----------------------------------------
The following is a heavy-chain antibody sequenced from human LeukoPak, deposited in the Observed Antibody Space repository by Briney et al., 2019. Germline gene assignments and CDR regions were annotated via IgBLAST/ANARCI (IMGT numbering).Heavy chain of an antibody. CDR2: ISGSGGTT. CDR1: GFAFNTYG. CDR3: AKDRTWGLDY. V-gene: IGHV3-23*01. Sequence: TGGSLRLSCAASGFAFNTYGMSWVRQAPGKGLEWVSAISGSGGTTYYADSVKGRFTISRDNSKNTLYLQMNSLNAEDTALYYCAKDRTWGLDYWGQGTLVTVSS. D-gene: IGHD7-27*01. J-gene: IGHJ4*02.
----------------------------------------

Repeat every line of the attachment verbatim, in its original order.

The following is a heavy-chain antibody sequenced from human LeukoPak, deposited in the Observed Antibody Space repository by Briney et al., 2019. Germline gene assignments and CDR regions were annotated via IgBLAST/ANARCI (IMGT numbering).Heavy chain of an antibody. CDR2: ISGSGGTT. CDR1: GFAFNTYG. CDR3: AKDRTWGLDY. V-gene: IGHV3-23*01. Sequence: TGGSLRLSCAASGFAFNTYGMSWVRQAPGKGLEWVSAISGSGGTTYYADSVKGRFTISRDNSKNTLYLQMNSLNAEDTALYYCAKDRTWGLDYWGQGTLVTVSS. D-gene: IGHD7-27*01. J-gene: IGHJ4*02.